Revenge of the Feminerd: Board Game Colonialism

Jarrah E Hodge
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box for the board game Heart of Africa, which is written in yellow on a red background. A white man in a tuxedo and glasses is pictured in front of a group of black people in robes

One of my biggest geek hobbies is Euro boardgaming. For those of you not familiar with Eurogames, the general difference between Euros and more traditional American boardgames like Monopoly is that Eurogames often have less luck and more strategy and tactical thinking involved. They’re usually played by small but dedicated groups of board game geeks like the folks I game with each Wednesday night. Probably the most well-known Eurogames in North America are Settlers of Catan and Carcassonne.

Maybe because the players tend to be a little geeky, many Eurogames are themed around historical events. There are games where you play pyramid builders in ancient Egypt, pirate captains, and Roman patricians.

But unfortunately there are also a significant number themed around European colonialism, and they really rub me the wrong way. The legacy of colonialism still underpins social inequalities in North America and around the world, so I want to take a closer look at the games I play that deal with this theme.

1. Puerto Rico (2nd ranked game on

Puerto Rico is a multiple-award-winning game, in which players assume the role of plantation owners around the 1600s-1700s. The goal of the game is to accumulate victory points by developing useful buildings in San Juan, growing crops on your plantations, deploying colonists effectively, and sending goods back to Europe. Puerto Rico is sanitized of all references to the exploitation of African slaves on plantations, or the indigenous Taino inhabitants of the island, who were virtually wiped out by the Spanish colonists.

2. Age of Empires III (BGG Ranking: 36)

Age of Empires III with stereotyped drawings of

The board game Age of Empires III is based on the popular real-time PC game of the same name. Instead of totally omitting the conquering of indigenous peoples, AOE makes it one of the goals. Every time you send a ship of your colonists (including missionaries, soldiers, and settlers) over to the “New World” you have to have more colonists in your party than the number of “Natives” in the colony in order for your expedition to succeed. If you do, you get a “plunder” reward of money. If there’s one thing worse than ignoring the history of Aboriginal genocide it’s playing a game that gives you points for re-enacting it.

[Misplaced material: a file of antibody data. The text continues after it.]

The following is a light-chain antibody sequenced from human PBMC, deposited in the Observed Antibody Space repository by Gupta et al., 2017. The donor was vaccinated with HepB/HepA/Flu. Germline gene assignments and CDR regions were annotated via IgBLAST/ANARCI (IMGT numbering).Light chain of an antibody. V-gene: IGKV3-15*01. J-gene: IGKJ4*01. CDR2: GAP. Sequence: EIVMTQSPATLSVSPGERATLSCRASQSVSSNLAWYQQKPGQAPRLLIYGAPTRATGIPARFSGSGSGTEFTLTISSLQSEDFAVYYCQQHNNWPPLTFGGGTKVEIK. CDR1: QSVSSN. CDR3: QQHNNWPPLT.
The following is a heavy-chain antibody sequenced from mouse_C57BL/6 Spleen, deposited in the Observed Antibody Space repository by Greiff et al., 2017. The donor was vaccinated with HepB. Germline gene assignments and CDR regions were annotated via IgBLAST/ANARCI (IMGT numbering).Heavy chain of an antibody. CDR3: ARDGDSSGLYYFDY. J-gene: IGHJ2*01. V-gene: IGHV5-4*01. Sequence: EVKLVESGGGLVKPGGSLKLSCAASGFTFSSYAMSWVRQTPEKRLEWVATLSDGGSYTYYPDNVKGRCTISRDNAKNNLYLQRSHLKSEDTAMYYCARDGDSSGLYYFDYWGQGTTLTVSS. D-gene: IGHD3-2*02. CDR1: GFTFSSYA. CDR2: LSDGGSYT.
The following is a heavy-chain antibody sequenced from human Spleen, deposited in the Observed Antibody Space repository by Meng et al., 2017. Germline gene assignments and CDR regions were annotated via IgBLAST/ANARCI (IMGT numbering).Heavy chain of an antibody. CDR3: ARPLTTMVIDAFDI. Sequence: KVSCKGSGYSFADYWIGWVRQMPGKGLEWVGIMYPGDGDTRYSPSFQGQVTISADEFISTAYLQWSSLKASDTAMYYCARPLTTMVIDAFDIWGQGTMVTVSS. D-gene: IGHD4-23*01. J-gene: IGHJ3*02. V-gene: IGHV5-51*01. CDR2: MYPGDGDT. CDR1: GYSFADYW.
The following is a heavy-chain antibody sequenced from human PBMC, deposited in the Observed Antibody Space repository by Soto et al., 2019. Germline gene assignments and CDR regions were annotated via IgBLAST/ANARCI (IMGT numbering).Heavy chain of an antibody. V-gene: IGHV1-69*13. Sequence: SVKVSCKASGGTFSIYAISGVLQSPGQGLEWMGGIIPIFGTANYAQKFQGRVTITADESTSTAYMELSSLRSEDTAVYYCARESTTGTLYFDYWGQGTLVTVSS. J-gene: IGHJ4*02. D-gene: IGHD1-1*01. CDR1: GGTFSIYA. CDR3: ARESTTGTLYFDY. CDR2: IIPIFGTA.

The artwork (image above) makes it particularly offensive, with stereotyped drawings of “Native” warriors symbolizing those you have to conquer.

Illustration of the priest in Vasco Da Gama, wearing white

3. Vasco Da Gama (ranked 132)

The description of Vasco Da Gama on Board Game Geek reads: “Recruit workers, buy projects, build ships. And use the ships to open new commercial routes to eastern Africa and India, to earn money and glory.” You can influence characters to help your missions, including a priest who sends Christian missionaries with your ships (left).

I guess the game would be less enjoyable if it’d dealt with the part of Vasco Da Gama’s career when he captured a ship carrying Muslim pilgrims and kept it on fire until all of the 400 people aboard had died, or the part where he dismembered 30 Indian fishermen outside what was then called Calicut and left them floating in the sea for their families to find.

Two more games that are much lower-ranked and which I’ve never played but are potentially even worse are the trading game Heart of Africa, which claims that “by the start of the 19th century the continent remained largely undiscovered” and Africa 1880: The Game of Exploration and Exploitation.

It’s interesting to note that very few popular and highly-ranked Eurogames are designed by women, and the vast majority of well-known game designers are white. I can’t really say why this is, but it likely plays a role in some of the problematic elements we see in these themes.